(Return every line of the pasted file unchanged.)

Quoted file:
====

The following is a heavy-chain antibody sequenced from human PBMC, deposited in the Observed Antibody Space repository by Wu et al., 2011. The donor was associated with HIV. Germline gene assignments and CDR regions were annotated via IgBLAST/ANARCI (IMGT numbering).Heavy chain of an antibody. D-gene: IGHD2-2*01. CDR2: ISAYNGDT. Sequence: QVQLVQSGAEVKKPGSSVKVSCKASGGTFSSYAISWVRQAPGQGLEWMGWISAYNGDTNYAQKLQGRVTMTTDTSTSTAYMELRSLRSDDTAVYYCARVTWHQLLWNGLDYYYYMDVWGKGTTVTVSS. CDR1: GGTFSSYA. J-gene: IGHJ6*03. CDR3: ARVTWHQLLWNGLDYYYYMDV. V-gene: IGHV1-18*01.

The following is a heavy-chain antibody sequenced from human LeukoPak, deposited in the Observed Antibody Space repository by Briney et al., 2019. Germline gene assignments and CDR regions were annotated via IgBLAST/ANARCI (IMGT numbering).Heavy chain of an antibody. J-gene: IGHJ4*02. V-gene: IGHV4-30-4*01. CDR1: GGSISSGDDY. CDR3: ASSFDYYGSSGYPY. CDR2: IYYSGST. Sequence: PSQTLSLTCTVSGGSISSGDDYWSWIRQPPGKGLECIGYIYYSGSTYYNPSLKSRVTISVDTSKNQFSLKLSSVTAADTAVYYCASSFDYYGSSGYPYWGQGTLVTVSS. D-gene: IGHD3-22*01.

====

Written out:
The following is a heavy-chain antibody sequenced from human PBMC, deposited in the Observed Antibody Space repository by Wu et al., 2011. The donor was associated with HIV. Germline gene assignments and CDR regions were annotated via IgBLAST/ANARCI (IMGT numbering).Heavy chain of an antibody. D-gene: IGHD2-2*01. CDR2: ISAYNGDT. Sequence: QVQLVQSGAEVKKPGSSVKVSCKASGGTFSSYAISWVRQAPGQGLEWMGWISAYNGDTNYAQKLQGRVTMTTDTSTSTAYMELRSLRSDDTAVYYCARVTWHQLLWNGLDYYYYMDVWGKGTTVTVSS. CDR1: GGTFSSYA. J-gene: IGHJ6*03. CDR3: ARVTWHQLLWNGLDYYYYMDV. V-gene: IGHV1-18*01.

The following is a heavy-chain antibody sequenced from human LeukoPak, deposited in the Observed Antibody Space repository by Briney et al., 2019. Germline gene assignments and CDR regions were annotated via IgBLAST/ANARCI (IMGT numbering).Heavy chain of an antibody. J-gene: IGHJ4*02. V-gene: IGHV4-30-4*01. CDR1: GGSISSGDDY. CDR3: ASSFDYYGSSGYPY. CDR2: IYYSGST. Sequence: PSQTLSLTCTVSGGSISSGDDYWSWIRQPPGKGLECIGYIYYSGSTYYNPSLKSRVTISVDTSKNQFSLKLSSVTAADTAVYYCASSFDYYGSSGYPYWGQGTLVTVSS. D-gene: IGHD3-22*01.